Many of the world’s most dramatic alpine peaks tower above the traffic-free Swiss village of Zermatt. The highest Alp in Switzerland, Monte Rosa, rises to 15,203 feet while another, the world’s most photographed mountain, the Matterhorn, tops out at 14,692 feet. Also here, but lesser known, is the Klein Matterhorn (Little Matterhorn).
The Matterhorn (Mont Cervin)
The Klein Matterhorn is not only the highest summit in Europe that is currently served by a cable car, it is also the highly contested site of what may become the highest hotel in the Alps. The Zermatt Village Council awarded the project to local architect and artist, Heinz Julen, who plans to construct a 394-foot-tall steel and glass hotel on top of the mountain. The hotel will be pressurized so that guests won’t suffer from altitude sickness.
While the city of Zermatt hopes the new hotel will bring in additional revenue from tourism, the Swiss Alpine Club and other organizations have launched several complaints against the plans with local and regional authorities. They fear the area’s magnificent landscape and its unique alpine environment will be spoiled. They already view the cable cars reaching the mountain as one of the biggest mistakes in the history of Alpine tourism and now fear that the hotel, in addition to the cable cars, the ski lifts, and the mountain railways will ruin not only the alpine panorama but also our very attitude toward the mountains.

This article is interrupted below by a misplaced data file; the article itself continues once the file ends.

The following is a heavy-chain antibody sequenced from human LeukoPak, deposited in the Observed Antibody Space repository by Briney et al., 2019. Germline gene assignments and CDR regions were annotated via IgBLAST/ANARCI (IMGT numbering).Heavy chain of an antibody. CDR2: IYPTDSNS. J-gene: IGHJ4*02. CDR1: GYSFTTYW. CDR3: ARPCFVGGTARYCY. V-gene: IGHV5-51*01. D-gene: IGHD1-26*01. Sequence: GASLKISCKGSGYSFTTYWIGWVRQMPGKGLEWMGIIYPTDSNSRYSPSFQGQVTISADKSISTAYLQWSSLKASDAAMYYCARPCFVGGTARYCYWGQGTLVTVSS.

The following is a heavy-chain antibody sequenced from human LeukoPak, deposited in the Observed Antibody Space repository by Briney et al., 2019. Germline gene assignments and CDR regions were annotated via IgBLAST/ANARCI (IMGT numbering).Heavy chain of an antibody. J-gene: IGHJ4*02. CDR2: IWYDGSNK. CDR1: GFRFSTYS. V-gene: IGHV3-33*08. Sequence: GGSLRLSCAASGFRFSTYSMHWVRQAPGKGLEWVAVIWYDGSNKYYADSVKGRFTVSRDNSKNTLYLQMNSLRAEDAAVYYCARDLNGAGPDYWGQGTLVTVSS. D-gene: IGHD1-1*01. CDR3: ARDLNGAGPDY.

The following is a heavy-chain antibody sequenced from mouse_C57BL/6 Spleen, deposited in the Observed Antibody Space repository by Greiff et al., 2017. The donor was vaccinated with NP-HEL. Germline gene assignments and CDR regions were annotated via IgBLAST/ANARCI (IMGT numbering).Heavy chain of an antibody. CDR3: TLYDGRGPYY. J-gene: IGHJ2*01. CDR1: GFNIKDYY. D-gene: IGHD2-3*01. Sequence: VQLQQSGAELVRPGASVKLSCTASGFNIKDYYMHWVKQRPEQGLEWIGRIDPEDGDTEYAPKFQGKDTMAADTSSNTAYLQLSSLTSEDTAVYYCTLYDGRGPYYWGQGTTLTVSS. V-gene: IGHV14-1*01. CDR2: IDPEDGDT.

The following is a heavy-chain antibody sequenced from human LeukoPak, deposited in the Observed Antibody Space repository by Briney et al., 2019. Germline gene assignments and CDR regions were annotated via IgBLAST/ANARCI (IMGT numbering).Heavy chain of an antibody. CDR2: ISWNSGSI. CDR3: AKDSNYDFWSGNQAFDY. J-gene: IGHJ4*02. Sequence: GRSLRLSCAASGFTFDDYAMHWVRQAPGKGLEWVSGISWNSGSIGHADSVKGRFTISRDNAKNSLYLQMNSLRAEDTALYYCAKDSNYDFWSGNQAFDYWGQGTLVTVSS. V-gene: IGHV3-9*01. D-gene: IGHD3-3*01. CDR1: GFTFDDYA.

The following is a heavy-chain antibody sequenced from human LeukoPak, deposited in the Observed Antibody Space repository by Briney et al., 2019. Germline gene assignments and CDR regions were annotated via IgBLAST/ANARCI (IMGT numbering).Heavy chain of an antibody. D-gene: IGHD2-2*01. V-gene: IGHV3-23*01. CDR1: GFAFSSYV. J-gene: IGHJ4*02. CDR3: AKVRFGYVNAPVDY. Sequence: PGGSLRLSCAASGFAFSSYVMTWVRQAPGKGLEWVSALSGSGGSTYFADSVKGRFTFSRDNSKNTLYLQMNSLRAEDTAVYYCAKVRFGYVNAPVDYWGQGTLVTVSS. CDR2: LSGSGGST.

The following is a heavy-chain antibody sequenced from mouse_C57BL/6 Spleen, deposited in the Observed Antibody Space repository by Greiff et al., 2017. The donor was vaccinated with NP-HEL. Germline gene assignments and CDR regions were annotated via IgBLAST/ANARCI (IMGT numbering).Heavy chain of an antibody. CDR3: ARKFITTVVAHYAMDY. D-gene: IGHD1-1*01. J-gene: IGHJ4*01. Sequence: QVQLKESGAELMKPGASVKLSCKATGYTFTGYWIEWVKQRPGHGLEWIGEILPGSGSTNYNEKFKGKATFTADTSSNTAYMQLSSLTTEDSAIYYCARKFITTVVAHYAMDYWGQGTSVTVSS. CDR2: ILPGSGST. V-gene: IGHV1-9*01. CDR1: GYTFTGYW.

The plans for the hotel have been delayed several times in the past five years and it is not clear which side will have the last word. But visiting Zermatt and taking the Klein Matterhorn Cable Car to the “Top of Europe” — with its memorable view of the iconic Matterhorn as well as the Italian and French Alps — should be done before the arrival of a steel-and-glass-pressurized-ultra-modern hotel.
Part of a NileGuide Special Report: 25 Destinations to See Before They Change Forever.
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Photo credit: Dominique Schreckling